In recent years, a new legislative trend has emerged. States have been choosing to revisit longstanding zoning rules in order to alleviate housing shortages. In 2019, Oregon was the first to introduce a comprehensive single-family zoning revision package, which effectively ended single-family zoning. Since then, statehouses, city halls, and county offices across the country have been debating similar comprehensive actions to quickly increase housing stock, particularly for traditionally middle-class households. The term for this kind of housing is “missing-middle housing,” although some of the commentary on the issue uses “middle housing.”
While CAI’s Government and Public Affairs Department is releasing a more comprehensive background of this ongoing policy debate later this year, it should be noted that traditionally middle-class households are being priced out of housing markets across the country, and that this is causing a variety of negative effects at both state and local levels. State governments are attempting to address this trend through actions which push local-level authorities to approve more new construction and lift existing limits imposed by decades-old zoning decisions.
CAI is working with partners and affiliates across the country to advocate for legislation that will maintain authority for existing associations, reallocate assessments in an equitable manner, and create a fair cost-sharing system for when infrastructure needs to be upgraded to support the addition of new units on a previously single-family lot.
Below are a few of the bills that have been introduced across the country this legislative session, which CAI is watching:
Hawaii: This week, members of the Hawaii State House introduced HB 672 Relating to Housing Capacity. This bill requires each county to adopt reasonable standards to allow the construction of up to four dwelling units on urban state land use districts zoned for residential use where a single-family dwelling unit is already permitted. Counties are additionally encouraged to look through their own zoning codes to identify areas of reform, with the goal of eliminating red tape for housing development.
Massachusetts: Lawmakers introduced HD 3252/SD 2006 An Act to promote Yes in My Back Yard. This is a comprehensive, single-family zoning revision, crafted with the goal of creating 427,000 new housing units across the Commonwealth by 2040, including 85,400 housing units for households earning less than 80% of the area’s median income. This bill instructs municipalities to either adopt the bill’s language on accessory dwelling units, or adopt their own, less restrictive, measures. This language includes a prohibition on municipalities imposing minimum lot sizes, maximum height standards less than 16 feet, setback restrictions, and parking requirements. The bill instructs municipalities to convert vacant commercial structures into mixed-use developments, and instructs the Department of Housing and Community Development to create guidelines for single-family zoning revisions.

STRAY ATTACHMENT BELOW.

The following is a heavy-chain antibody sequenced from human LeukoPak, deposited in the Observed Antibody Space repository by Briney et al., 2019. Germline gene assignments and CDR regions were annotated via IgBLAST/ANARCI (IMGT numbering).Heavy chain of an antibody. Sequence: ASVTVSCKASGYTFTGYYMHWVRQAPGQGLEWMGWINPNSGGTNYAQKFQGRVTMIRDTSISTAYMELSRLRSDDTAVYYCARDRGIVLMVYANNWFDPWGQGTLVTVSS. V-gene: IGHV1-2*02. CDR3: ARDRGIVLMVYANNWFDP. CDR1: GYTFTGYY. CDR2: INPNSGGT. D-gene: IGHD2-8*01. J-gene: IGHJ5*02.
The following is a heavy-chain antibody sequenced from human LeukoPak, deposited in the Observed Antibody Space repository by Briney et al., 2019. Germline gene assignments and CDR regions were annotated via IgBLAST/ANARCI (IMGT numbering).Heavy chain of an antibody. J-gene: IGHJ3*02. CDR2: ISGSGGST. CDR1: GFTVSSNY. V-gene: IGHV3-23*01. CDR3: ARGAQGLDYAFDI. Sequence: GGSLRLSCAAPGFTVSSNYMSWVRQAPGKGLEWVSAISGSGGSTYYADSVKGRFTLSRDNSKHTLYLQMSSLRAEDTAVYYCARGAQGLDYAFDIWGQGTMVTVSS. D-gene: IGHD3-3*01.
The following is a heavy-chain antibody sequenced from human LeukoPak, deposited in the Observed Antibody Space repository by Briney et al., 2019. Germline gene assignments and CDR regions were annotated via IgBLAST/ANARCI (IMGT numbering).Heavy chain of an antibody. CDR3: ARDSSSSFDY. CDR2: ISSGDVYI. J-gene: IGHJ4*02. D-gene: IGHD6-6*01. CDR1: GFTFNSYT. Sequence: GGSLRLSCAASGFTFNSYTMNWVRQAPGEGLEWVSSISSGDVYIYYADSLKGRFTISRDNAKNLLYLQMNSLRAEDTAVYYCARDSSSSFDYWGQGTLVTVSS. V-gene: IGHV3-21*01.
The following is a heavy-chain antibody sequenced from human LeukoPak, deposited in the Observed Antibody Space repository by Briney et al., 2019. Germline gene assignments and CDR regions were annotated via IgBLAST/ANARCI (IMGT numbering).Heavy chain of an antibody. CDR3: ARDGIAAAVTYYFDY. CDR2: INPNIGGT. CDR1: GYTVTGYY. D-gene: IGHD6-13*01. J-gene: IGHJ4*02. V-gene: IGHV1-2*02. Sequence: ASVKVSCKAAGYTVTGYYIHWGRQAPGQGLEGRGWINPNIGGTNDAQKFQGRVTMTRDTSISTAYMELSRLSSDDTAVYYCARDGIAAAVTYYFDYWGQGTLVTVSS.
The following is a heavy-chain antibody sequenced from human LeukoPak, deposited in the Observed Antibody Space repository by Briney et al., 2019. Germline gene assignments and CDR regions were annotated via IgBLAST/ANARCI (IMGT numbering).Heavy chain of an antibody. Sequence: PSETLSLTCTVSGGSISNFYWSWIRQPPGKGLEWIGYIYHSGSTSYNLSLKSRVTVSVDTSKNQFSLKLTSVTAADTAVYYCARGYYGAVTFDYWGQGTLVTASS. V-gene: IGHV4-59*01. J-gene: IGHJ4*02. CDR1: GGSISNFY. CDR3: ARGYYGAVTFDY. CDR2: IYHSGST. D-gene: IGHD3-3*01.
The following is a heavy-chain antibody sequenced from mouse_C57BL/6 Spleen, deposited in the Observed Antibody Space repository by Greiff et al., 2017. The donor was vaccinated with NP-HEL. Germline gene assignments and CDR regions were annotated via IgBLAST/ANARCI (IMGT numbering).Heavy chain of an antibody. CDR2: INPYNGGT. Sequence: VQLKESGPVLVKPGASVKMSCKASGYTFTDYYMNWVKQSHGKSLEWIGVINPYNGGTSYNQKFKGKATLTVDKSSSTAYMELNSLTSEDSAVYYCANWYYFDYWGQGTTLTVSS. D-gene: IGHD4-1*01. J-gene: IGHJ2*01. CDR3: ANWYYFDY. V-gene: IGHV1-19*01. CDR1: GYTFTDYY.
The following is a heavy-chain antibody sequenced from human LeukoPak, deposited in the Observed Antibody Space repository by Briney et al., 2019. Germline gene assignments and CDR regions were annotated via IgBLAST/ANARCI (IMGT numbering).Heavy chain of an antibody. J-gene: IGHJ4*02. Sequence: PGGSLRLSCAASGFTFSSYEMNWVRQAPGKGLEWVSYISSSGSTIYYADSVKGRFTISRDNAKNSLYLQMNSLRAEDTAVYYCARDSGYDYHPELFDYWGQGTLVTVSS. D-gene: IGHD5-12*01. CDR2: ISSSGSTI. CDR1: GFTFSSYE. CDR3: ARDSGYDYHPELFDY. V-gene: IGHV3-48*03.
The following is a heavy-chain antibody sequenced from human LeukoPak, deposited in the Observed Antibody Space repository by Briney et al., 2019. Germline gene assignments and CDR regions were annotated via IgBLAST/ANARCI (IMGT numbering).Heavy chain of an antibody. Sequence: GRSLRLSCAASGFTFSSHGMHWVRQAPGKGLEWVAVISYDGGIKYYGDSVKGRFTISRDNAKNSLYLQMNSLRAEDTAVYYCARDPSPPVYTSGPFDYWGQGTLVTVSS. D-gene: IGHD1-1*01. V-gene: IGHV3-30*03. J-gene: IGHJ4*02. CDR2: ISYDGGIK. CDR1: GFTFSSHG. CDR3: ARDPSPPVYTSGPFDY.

New Hampshire: Members of the New Hampshire State House introduced HB 44 An Act relative to permissible residential units in a residential zone. This bill would instruct local legislative bodies to approve the construction of up to four units on traditionally single-family lots, provided these lots are served by municipal water and sewer, and are located in unincorporated towns or unorganized places.
Washington State: Members of the Washington State Legislature introduced -Increasing middle housing in areas traditionally dedicated to single-family detached housing. Passage of this bill is a priority for Governor Jay Inslee. This bill would direct cities with a population of 6,000 or more within a metro area with a population of 200,000 or more to implement zoning changes, which would allow for the development of denser housing on traditionally single-family lots. There is also a focus on increasing density around transit stations, and language in this bill which prohibits associations created after the effective date of the bill from restricting the construction of denser housing on single-family lots. Additionally, Washington State saw the introduction of SB 5466 An Act Relating to promoting transit-oriented development, which instructs localities to increase housing density in areas within 1/8 of a mile of a transit station to allow for multi-family construction. It also instructs localities to implement different levels of density within ¾ of a mile of transit stations, with a formula based on the allowable height of buildings in the jurisdiction. Finally, this bill would allow jurisdictions to approve projects without needing to meet any on-site parking requirements.
For guidance on issues related to single-family zoning revisions (such as the allowance of new accessory dwelling units), as well as other topics of interest, check out CAI’s full list of public policies.
Hum, seems these bills are more in favor of developers/homebuilders to “Packed homes like a sardine can”, and might as well live in an apartment or a condo. No the real issues here are developers or homebuilders with which CAI are in partners or bed with. They can build homes without HOAs but refuses to do so. Each State/Counties/Cities mandates zoning pack them in but has not updated public infrastructure to keep up with growth. Until public infrastructure has been implemented the problems have already gotten out of hand. So stop trying to paint a pretty picture that CAI, developers & homebuilders will build affordable housing for the middle class. Interest rates currently put that out of reach for the middle class as it is now.